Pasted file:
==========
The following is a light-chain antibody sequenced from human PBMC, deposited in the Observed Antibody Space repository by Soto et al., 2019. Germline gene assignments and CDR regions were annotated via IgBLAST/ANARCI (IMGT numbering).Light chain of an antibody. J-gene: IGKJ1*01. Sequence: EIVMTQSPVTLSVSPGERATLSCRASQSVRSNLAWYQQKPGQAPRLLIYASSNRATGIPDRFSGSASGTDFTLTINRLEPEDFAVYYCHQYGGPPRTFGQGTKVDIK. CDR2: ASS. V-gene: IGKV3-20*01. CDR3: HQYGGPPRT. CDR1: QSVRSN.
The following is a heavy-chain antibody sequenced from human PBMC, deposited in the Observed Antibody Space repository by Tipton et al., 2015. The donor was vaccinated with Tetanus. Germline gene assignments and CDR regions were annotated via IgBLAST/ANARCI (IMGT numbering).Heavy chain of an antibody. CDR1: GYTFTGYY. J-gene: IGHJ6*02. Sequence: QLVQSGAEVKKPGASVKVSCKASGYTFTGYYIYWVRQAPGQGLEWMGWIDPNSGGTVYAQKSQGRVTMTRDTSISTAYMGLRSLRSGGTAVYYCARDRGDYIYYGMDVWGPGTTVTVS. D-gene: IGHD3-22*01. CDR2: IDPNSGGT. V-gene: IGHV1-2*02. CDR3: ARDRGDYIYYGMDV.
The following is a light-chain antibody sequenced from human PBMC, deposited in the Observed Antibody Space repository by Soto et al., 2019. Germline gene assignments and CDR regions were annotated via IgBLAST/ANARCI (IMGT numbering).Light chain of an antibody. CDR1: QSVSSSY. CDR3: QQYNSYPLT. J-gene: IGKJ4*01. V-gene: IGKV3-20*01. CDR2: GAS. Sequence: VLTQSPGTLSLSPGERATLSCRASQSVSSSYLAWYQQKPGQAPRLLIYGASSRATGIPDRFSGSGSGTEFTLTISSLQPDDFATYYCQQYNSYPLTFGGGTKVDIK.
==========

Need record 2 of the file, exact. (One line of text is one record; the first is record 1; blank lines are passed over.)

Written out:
The following is a heavy-chain antibody sequenced from human PBMC, deposited in the Observed Antibody Space repository by Tipton et al., 2015. The donor was vaccinated with Tetanus. Germline gene assignments and CDR regions were annotated via IgBLAST/ANARCI (IMGT numbering).Heavy chain of an antibody. CDR1: GYTFTGYY. J-gene: IGHJ6*02. Sequence: QLVQSGAEVKKPGASVKVSCKASGYTFTGYYIYWVRQAPGQGLEWMGWIDPNSGGTVYAQKSQGRVTMTRDTSISTAYMGLRSLRSGGTAVYYCARDRGDYIYYGMDVWGPGTTVTVS. D-gene: IGHD3-22*01. CDR2: IDPNSGGT. V-gene: IGHV1-2*02. CDR3: ARDRGDYIYYGMDV.